Red Rocks summer season is upon Colorado, a favorite time for locals and tourists alike. Every year around this time, the world-famous music venue opens up to gorgeous Colorado sunsets and some of the biggest names in music. The only thing that can make Red Rocks Amphitheater even better is combining the epic views and incredible acoustics with cannabis.
Cannabis and live music go together like peanut butter and jelly. It’s been a popular combination since at least the American jazz revolution of the early 20th century, when musicians made smoking marihuana seem cool. But despite the long history of cannabis and live music, what do we actually know about the scientific connection between cannabis that makes listening to music so much better?
The History of Cannabis and Live Music
The duo has had a long and rich history together all around the world, but we’ll focus on America’s part in the story.
It was well known in the height of the jazz era that many musicians liked to imbibe in cannabis. In the 1920s and 1930s, jazz musicians were the tastemakers of a generation. The problem was that most of the musicians were black in a time when America’s racism and segregation were still very much in place. Higher powers in the government looked at the jazz revolution, its connection to cannabis, and the powerful influence talented black musicians had on white youth, with trepidation.
The combination made many government officials anxious. World-renowned drug prohibitionist Harry Anslinger said, “Because the chief effect of marijuana as far as jazz musicians were concerned was that it lengthens the sense of time, and therefore they could get more grace beats into their music … In other words, if you’re a musician, you’re going to play the thing the way it’s printed on a sheet. But if you’re using marijuana, you’re going to work in about twice as much music between the first note and the second note. That’s what made jazz musicians. The idea that they could jazz things up, liven them up, you see.”
Anslinger used the connection between jazz and marijuana as a basis to start a “Marijuana and Musicians” file. It was chock full of information on popular American musicians and their criminal records; he later tried to use this file to spark a nationwide crackdown against jazz musicians. In 1949, Anslinger testified in front of congressional committees saying, “I think the traffic increased in marijuana, and unfortunately particularly among the young people. We have been running into a lot of traffic among these jazz musicians, and I am not speaking about the good musicians, but the jazz type.”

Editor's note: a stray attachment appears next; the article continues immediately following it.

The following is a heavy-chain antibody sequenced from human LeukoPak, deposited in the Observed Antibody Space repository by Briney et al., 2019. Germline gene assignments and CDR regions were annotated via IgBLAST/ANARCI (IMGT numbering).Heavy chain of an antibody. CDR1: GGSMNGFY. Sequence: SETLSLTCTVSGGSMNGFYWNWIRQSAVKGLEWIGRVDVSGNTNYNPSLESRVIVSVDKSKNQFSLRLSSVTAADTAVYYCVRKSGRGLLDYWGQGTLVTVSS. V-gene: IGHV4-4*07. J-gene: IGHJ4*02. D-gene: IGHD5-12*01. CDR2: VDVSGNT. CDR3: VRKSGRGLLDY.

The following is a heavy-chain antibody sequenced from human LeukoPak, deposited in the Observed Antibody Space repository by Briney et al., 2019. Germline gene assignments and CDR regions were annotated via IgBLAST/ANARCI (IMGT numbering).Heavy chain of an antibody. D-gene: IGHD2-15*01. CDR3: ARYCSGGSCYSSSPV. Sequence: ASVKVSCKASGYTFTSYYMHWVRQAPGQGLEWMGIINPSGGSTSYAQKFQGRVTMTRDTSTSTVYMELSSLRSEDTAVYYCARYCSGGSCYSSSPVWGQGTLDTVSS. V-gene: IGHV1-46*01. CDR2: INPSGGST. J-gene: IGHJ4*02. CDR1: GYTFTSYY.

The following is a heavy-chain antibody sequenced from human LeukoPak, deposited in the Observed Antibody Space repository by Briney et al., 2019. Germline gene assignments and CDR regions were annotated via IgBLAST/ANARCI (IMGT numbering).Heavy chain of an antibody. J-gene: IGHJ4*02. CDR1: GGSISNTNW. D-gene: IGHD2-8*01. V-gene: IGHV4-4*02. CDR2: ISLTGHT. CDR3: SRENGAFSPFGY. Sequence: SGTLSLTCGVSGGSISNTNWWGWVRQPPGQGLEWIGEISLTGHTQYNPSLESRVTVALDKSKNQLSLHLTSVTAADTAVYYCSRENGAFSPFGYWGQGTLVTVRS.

So, we know that at least some jazz musicians regularly liked to toke on cannabis before and during their shows. We also know that at least one of the fathers of jazz, Louis Armstrong, was actually booked by police officers for smoking cannabis with his drummer during a break in one of his shows. Now let’s take a look at the science behind the connection between cannabis and music.
The Science Behind Cannabis and Music
If you haven’t dosed up with a cannabis edible, vape pen, or tincture before a concert you are seriously missing out. You’d be hard pressed to find a regular cannabis consumer who hasn’t had at least one near magical experience with pot and music. Whether it’s listening to your favorite album during a smoke session at home or hearing it live, cannabis has a way of enriching the experience in ways that are hard to describe. The spaces between the notes don’t feel empty and the notes themselves seem to resonate even more when under the influence of marijuana.
One study from 2002, published in the “Journal of Cannabis Therapeutics“, actually makes a scientific case for the cannabis and music phenomenon that so many “stoners” have been talking about for years. The researcher was interested in exploring previous claims that cannabis speeds up our internal clocks, making actual time feel like its passing slower. The researcher discovered that a 15-second interval of time felt like 16.7 seconds to people under the influence of cannabis. The same study found that people who smoked cannabis before listening to music experienced an uptick in activity in the areas of the brain that are associated with auditory, spatial, and attentional processing.
It is thought that this change in the perception of time is a huge part of why cannabis makes music sound better. That’s because our perception of time affects where humans focus their attention, including their auditory attention. When under the influence of cannabis, music listeners may focus their attention on what the researcher calls “the space between the notes” more than they would when sober. What is empty space to a sober mind is much more lively and robust when under the influence.
Enjoying Cannabis at Red Rocks This Summer
If you want to put cannabis to the music test this summer, there’s no better place to do it in the world than Red Rocks Amphitheatre. Smoking (including vape pens and e-cigarettes) is strictly prohibited in the seated section of the concert venue, but there are designated smoking areas located along the rail of the outside stairs.
If you’re worried about the smoking rules, there are much easier dosing options that will be a little more low key. Try bringing a bit of tincture to mix in a drink while there, or a couple edibles to keep you dosed up through the entire concert.
No matter what consumption method you go with, you know that Buddy Boy Brands will have the products you need in stock. Stop into one of our many locations and let us know what concert you’re planning to see. Our budtenders will have a fun time matching you up with the perfect product for the vibe!